The Sellout

Beatty isn’t writing to give us a belly laugh, but instead to call out our prejudices however ‘well-intended’ they may be.


Title: The Sellout
Author: Paul Beatty
Pages: 306
Rating: 4/5

In the Man Booker Winner of this year, Beatty tackled one of the largest issues in the US of A over the last five (hundred) years and undoubtedly many, many years to come, race relations.

Page after page of this biting satire is jam packed with that word white people just can’t say yet still find oddly titillating (probably because we know that word is no longer for us), and shrewd jarring comments on today’s society both black and white. That is not to say though, that it’s inaccessible or heavy. It’s hilarious, in the sick way that the rest of 2016 has been.

Beginning in a courtroom, like all stories of landmark race relations novels, the story focuses on Mr. Me (an African-American urban farmer who grows not just the juiciest watermelons but some of the sweetest ghetto philosophy) as he battles the law with sidebars from his history and evidence floating through the protagonist’s mind. One of my favourite axioms came in this early supreme court scene when Me served us a slice of his sweet sweet philosophy on Abe Lincoln: ” Would he read the paper and see that the Union he saved was now a dysfunctional plutocracy, that the people he freed were now slaves to rhythm, rap, and predatory lending, and that today his skill set would be better suited to the basketball court than the White House?”. Running with this notion, Beatty uses Me to explore the racism of modern day USA which comes down to the African Americans from all sides, including their own.

Unlikely as this all sounds, the novel hangs together in much the same way Me’s hometown does: with a whole lot of humour, homies, and hubris. The last being a pride in the re-establishment of Dickens following being expunged from the maps as yet another LA suburb. The effort to get Dickens reinstated is of course instigated by Me, our in house philoso-farmer, and his unlikely sidekick Hominy Jenkins, a former Little Rascal now entering senility.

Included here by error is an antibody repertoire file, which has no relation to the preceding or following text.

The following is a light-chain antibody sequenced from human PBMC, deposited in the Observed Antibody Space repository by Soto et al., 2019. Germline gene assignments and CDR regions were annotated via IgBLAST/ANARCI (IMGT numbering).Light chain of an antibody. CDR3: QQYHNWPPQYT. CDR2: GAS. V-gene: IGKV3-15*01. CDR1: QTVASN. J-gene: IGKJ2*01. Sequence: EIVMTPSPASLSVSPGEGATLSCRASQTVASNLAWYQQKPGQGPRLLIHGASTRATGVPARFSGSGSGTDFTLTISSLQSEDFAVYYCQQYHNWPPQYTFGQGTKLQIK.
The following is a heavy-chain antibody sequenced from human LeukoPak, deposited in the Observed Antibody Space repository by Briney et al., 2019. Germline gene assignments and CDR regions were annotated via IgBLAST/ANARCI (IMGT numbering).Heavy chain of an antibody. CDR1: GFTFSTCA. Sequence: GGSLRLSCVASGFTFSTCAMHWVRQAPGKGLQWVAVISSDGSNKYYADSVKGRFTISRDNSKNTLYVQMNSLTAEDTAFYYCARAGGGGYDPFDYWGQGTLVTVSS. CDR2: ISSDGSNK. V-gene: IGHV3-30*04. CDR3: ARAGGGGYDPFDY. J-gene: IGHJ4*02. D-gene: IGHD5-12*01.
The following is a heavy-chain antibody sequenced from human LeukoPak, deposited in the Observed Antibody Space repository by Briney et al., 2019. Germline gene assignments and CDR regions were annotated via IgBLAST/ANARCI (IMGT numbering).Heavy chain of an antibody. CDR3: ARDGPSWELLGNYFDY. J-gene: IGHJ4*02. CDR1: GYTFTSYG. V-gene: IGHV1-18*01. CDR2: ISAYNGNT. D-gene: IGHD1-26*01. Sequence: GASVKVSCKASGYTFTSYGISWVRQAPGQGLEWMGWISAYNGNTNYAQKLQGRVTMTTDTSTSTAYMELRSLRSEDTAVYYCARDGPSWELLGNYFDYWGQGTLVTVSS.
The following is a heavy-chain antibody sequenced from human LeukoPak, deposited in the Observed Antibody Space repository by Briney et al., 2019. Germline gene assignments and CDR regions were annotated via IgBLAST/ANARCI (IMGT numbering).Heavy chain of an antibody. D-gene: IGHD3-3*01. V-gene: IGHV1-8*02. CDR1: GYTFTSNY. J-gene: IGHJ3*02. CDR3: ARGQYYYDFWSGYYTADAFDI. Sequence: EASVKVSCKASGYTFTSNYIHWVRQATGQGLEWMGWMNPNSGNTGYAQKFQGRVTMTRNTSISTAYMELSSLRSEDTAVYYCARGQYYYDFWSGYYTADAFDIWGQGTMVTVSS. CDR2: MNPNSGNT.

However, to brush this book aside as satire alone does another kind of injustice to black America by allowing us to believe racism is dead, these problems laughable, and I’m not sure that’s quite right. Personally, I felt some of the barbs in the novel were razor sharp with politcal commentary rather than mere wit. Beatty isn’t writing to give us a belly laugh, but instead to call out our prejudices however ‘well-intended’ they may be. And he undoubtedly succeeds. Even with those of us who are not American, African- or otherwise.

Beatty also notes that racism isn’t the only problem faced by impoverished society and the rest of us “Like any word that ends in —ess: … I’d rather be called ‘nigger’ than ‘giantess’ any day of the week.”. Again Beatty shows us that this book may be funny, but it’s not a farce or a comedy, it’s a reflection of the world to day of which we should be scared and should try to change. But I’ll get off my soapbox and let you make up your own mind.

TL;DR: An excellent read and definitely a deserving winner of the Man Booker.

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